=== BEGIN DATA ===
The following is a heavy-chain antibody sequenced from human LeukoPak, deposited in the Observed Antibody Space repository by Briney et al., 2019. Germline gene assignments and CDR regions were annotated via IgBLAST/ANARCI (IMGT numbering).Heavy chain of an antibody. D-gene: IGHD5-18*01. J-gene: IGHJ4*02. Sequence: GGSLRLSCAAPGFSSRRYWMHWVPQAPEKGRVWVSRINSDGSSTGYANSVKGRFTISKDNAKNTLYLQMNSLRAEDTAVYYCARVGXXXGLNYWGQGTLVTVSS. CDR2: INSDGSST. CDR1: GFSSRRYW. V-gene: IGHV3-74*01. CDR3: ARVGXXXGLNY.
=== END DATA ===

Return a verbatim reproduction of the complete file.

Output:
The following is a heavy-chain antibody sequenced from human LeukoPak, deposited in the Observed Antibody Space repository by Briney et al., 2019. Germline gene assignments and CDR regions were annotated via IgBLAST/ANARCI (IMGT numbering).Heavy chain of an antibody. D-gene: IGHD5-18*01. J-gene: IGHJ4*02. Sequence: GGSLRLSCAAPGFSSRRYWMHWVPQAPEKGRVWVSRINSDGSSTGYANSVKGRFTISKDNAKNTLYLQMNSLRAEDTAVYYCARVGXXXGLNYWGQGTLVTVSS. CDR2: INSDGSST. CDR1: GFSSRRYW. V-gene: IGHV3-74*01. CDR3: ARVGXXXGLNY.